Education & Family

Nurseries 'will struggle to offer extra free childcare'

Nursery scene
Image caption All three- and four-year-olds are entitled to 15 hours free childcare a week.

Many nurseries in England will struggle to provide 30 hours of free pre-school childcare, despite the promise of an extra £1bn, early years providers say.

The Chancellor George Osborne pledged £1bn in the Spending Review for the rise from 15 to 30 hours a week from 2017, boosting rates paid to providers.

But the Pre-School Learning Alliance said research suggested an extra £1.6bn was needed to make the plans viable.

The Treasury based the funding on the findings of its childcare review.

This looked at the costs nurseries faced in providing free childcare to two-, three- and four-year-olds, and the current demand for and supply of places.

Currently, all three- and four-year-olds are entitled to 15 hours free early education a week.

Local authorities are given central government funds to pay for the scheme, which they then pass on to nurseries.

In April 2017, the hourly rates paid by government will be raised to £4.88 per three- and four-year-old child.

'Under-funded'

But the Family and Childcare Trust points out that 30 local authorities already pay their providers more than this.

Pre-School Learning Alliance chief executive Neil Leitch said: "Independent research shows that the figure needed to adequately deliver this programme is £1.6bn. We are at about two-thirds of that funding.

"Even [Childcare Minister] Sam Gyimah told the Education Select Committee that Labour's 25-hour childcare pledge, going from something like 15 hours to 25 hours, would cost an extra £1.5 billion at least'."

"More importantly," Mr Leitch added, "we need to know how the money is going to be distributed.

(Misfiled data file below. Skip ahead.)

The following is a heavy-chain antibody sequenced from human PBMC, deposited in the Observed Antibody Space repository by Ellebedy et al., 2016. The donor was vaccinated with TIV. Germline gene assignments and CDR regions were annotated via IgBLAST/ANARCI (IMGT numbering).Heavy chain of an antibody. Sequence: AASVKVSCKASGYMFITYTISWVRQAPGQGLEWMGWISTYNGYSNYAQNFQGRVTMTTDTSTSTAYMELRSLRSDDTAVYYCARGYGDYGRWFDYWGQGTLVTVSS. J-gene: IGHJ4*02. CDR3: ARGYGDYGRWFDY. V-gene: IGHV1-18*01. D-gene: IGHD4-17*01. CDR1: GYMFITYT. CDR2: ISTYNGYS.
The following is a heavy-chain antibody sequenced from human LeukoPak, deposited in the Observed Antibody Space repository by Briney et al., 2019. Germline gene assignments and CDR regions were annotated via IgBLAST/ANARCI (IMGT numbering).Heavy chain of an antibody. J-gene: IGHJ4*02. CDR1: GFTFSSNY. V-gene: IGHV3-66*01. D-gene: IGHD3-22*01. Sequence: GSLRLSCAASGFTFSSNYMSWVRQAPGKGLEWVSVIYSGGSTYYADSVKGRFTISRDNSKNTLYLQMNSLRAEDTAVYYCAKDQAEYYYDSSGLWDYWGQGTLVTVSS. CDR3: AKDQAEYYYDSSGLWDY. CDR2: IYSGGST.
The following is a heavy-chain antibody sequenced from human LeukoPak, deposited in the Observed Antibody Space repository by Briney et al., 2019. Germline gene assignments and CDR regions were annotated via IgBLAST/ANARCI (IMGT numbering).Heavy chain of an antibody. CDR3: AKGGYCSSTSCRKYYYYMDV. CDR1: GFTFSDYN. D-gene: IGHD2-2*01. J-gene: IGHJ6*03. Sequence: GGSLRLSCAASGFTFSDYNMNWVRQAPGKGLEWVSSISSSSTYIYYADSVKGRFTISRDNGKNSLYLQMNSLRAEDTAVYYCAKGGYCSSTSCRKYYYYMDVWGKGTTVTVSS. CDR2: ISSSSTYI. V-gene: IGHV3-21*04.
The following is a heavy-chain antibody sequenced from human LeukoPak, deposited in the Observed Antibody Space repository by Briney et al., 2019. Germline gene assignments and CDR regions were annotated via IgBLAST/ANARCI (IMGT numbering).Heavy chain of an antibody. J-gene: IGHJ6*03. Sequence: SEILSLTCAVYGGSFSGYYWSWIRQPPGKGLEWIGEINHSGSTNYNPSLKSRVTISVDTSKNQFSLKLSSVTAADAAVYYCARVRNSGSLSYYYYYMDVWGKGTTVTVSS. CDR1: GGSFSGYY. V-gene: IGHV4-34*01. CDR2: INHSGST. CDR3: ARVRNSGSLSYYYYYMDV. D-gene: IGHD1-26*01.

"However, it is a good thing the government has actually acknowledged that the sector is underfunded. We are grateful that they have recognised that."

Mr Leitch also pointed out that nursery providers would have to pay staff the new National Living Wage of £7.20 an hour from April 2016, a rise of 50p on the current National Minimum Wage.

'Working families'

Family and Childcare Trust chief executive Julia Margo welcomed the extra funding, but added: "It is important to remember that these changes will be implemented at the same time as further cuts to local authority budgets, and in the context of an existing shortage of childcare for working parents in 57% of English local authorities.

"It is crucial that the government phases in the changes over a period of time to give local authorities time to adjust."

Ms Margo said she looked forward to working with the government to make sure working parents got a childcare system that worked for families.

The Treasury would not comment directly on the issues raised.

More places

In his Autumn Statement on Wednesday, the chancellor said: "From 2017, we will fund 30 hours of free childcare for working families with three- and four-year olds.

"To make this affordable, this extra support will now only be available to parents working more than 16 hours a week and with incomes of less than £100,000.

"We will maintain the free childcare we offer to the most disadvantaged two-year-olds.

"And to support nurseries delivering more free places for parents, we'll increase the funding for the sector by £300m."

The details of the funding will be considered along with other issues in a wide school and early years funding consultation to be held in the New Year.

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